Boring old Dr. Butler tucked his stethoscope into that stupid Tattersall vest his wife never seemed to be able to pry off his decrepit corpse. What, were those stripes painted onto his torso? “I’m afraid there will be no prom for you tonight, Gertie.”

Chicken pox, smicken pox. That little beast Janie must have been at me with a permanent red marking pen while I napped. Yeah, right, Mom: I needed that extra fifteen minutes of beauty sleep. “But I’m feeling fine!”

Wilma shoved her back down on the bed with a hand that must have been soaking in an ice bucket for an hour. Predictably, she came down on the side of caution. Big surprise. “Now, sweetie, don’t jump around while you’re feverish. I’ll dig your old mittens out of the attic, so you can’t scratch yourself into a bloody mess.”

Allows for a bit more character development, doesn’t it? If you have a very opinionated protagonist, this method can give you a lot of freedom to bring out character richness through perceptual details, without the tedium of identifying the protagonist as the instigator of these ideas each and every time.

Do be aware, though, that this method can get a bit confusing if you have chosen to write a scene from an omniscient narrator’s perspective, showing the reader several different characters’ thoughts within the same scene. In that case, you will need to label who is thinking what, for clarity:

Oh, no, Dr. Butler thought, time to bring on another spoiled pretty girl tantrum. “I’m afraid there will be no prom for you tonight, Gertie.”

Get your hands off me, you filthy old trout, Gertrude seethed. Chicken pox, smicken pox. “But I’m feeling fine!”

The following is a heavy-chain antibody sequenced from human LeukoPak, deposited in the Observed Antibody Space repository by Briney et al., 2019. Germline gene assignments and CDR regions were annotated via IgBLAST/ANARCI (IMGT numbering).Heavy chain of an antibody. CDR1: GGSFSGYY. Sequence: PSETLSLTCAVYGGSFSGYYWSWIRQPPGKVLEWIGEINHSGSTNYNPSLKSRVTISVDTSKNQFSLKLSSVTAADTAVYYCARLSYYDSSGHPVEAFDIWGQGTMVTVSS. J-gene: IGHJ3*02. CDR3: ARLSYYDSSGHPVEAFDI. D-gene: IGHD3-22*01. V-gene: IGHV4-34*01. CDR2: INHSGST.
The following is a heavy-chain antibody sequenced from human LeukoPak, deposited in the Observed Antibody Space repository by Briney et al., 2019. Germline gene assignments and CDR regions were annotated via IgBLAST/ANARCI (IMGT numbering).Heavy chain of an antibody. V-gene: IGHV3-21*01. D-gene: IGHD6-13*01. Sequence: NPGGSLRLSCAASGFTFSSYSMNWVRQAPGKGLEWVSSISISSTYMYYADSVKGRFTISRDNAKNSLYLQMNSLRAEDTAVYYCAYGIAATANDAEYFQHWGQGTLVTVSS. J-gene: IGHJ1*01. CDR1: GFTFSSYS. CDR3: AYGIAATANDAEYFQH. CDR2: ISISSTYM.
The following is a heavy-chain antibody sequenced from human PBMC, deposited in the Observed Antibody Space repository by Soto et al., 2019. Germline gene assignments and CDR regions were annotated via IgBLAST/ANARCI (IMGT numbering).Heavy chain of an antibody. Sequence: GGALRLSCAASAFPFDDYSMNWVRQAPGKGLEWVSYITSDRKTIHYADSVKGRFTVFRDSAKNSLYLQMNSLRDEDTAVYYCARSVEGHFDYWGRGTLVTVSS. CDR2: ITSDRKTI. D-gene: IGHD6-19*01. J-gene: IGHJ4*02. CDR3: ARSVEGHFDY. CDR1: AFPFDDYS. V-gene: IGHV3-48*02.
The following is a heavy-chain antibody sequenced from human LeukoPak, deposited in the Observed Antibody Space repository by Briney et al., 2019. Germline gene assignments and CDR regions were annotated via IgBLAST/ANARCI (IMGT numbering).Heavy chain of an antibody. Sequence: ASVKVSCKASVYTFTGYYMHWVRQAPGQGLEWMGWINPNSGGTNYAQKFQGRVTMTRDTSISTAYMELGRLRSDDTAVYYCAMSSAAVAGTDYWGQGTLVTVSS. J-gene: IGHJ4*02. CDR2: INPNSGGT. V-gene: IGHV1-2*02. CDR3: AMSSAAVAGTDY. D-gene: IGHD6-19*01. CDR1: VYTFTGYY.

Wilma pushed her back down onto the bed: Mother of God, the girl’s flesh was burning up. “Now, sweetie, don’t jump around while you’re feverish.” She frowned the livid scratch welts on Gertrude’s arms. *I would have killed for skin as smooth as hers at that age, and all she can think to do is hack at it?* I’ll dig your old mittens out of the attic, so you can’t scratch yourself into a bloody mess.”

Janie clutched Gertrude’s taffeta dress against her body, watching herself surreptitiously in the full-length mirror on her sister’s closet door. How like Mom not to notice the hot water bottle under Gertie’s pillow. How like Gertie not to notice that her wake-up coffee had been loaded with ipecac. It was amazing, how little grown-ups paid attention. “Seems a shame to waste such a beautiful dress. Shall I go downstairs and tell Tad you’re not going?”

As you may see, a number of different methods of identifying character thought can be made to work well. Here, without overuse of the verb to think, the reader can enjoy the humor inherent in the unspoken battle of perspectives. However, it requires constant vigilance on the part of the writer to make sure that we always know who is thinking what. Even a single thought left floating in the air can throw off the rhythm of the whole scene.

That’s a long answer to your question, Cathryn, but I hope it helps. It’s less a issue of finding a rule to apply in every instance, I think, than figuring out what will serve your character and scene — as well your narrative — best in the moment.

Thanks for the thought-provoking question. And everybody, please: when you are puzzled by a technical issue, or curious about the business side of the industry, or anything in between, feel free to post a comment or question about it, and I’ll take a swing at addressing it. Chances are, you’re not the only reader who wants to know.

Keep up the good work!

Manuscript Revision VI: Not THAT old saw again!

For the last few posts, I have been talking about capturing the elusive quality of freshness in your submissions, and triggers that may lead a harried agent or editor to decide that your book is not fresh — or even is ordinary. To avoid this fate, it’s a good idea to take some pains to avoid these triggers.